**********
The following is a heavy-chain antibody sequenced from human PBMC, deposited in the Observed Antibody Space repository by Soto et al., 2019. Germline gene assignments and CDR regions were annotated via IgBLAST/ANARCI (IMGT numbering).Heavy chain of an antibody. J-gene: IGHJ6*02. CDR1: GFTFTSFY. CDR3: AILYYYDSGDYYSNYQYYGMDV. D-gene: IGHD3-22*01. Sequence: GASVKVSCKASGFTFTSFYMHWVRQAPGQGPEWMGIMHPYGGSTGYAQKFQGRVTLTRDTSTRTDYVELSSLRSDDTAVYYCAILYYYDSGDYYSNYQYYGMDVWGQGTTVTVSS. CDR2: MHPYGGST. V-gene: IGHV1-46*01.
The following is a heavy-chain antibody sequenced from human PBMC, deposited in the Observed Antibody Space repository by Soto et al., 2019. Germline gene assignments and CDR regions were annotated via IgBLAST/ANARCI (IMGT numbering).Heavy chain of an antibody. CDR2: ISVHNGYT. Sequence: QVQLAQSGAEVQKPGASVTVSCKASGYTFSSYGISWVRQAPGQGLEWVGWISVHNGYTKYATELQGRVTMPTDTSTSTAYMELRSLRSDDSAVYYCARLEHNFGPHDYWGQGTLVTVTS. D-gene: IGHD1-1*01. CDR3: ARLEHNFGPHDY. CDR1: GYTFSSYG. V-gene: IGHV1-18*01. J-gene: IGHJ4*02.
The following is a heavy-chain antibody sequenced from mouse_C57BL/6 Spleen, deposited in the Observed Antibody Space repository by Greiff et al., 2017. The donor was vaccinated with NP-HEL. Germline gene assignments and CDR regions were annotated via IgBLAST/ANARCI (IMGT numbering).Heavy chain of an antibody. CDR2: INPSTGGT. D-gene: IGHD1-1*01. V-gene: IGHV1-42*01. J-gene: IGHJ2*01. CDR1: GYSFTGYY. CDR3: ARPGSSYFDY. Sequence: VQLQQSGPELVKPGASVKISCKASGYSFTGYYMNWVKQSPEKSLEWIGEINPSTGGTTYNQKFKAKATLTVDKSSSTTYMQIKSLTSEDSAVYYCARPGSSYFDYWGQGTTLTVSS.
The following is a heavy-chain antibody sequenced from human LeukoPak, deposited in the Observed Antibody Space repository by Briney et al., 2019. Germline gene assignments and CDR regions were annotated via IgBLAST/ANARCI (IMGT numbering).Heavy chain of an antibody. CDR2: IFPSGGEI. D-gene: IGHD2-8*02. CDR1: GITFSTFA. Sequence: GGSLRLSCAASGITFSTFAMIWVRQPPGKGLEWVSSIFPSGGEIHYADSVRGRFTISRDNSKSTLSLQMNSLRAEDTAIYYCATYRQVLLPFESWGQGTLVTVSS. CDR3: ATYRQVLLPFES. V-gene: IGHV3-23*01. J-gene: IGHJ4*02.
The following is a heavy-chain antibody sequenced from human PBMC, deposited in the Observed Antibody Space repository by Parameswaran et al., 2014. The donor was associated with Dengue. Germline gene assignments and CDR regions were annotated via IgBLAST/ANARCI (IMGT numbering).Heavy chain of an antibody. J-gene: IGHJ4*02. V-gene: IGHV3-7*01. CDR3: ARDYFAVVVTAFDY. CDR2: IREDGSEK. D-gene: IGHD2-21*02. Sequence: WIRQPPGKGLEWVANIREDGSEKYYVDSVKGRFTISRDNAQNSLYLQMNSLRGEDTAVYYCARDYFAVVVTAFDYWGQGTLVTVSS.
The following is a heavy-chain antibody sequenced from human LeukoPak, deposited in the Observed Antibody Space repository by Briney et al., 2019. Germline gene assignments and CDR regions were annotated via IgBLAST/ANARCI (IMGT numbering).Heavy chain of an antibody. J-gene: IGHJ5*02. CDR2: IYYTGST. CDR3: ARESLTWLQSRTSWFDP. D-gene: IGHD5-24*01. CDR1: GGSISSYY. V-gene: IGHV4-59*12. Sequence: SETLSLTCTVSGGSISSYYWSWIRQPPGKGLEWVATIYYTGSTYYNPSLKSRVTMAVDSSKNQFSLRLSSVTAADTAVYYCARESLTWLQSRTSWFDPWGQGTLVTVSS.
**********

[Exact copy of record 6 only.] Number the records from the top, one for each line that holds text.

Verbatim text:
The following is a heavy-chain antibody sequenced from human LeukoPak, deposited in the Observed Antibody Space repository by Briney et al., 2019. Germline gene assignments and CDR regions were annotated via IgBLAST/ANARCI (IMGT numbering).Heavy chain of an antibody. J-gene: IGHJ5*02. CDR2: IYYTGST. CDR3: ARESLTWLQSRTSWFDP. D-gene: IGHD5-24*01. CDR1: GGSISSYY. V-gene: IGHV4-59*12. Sequence: SETLSLTCTVSGGSISSYYWSWIRQPPGKGLEWVATIYYTGSTYYNPSLKSRVTMAVDSSKNQFSLRLSSVTAADTAVYYCARESLTWLQSRTSWFDPWGQGTLVTVSS.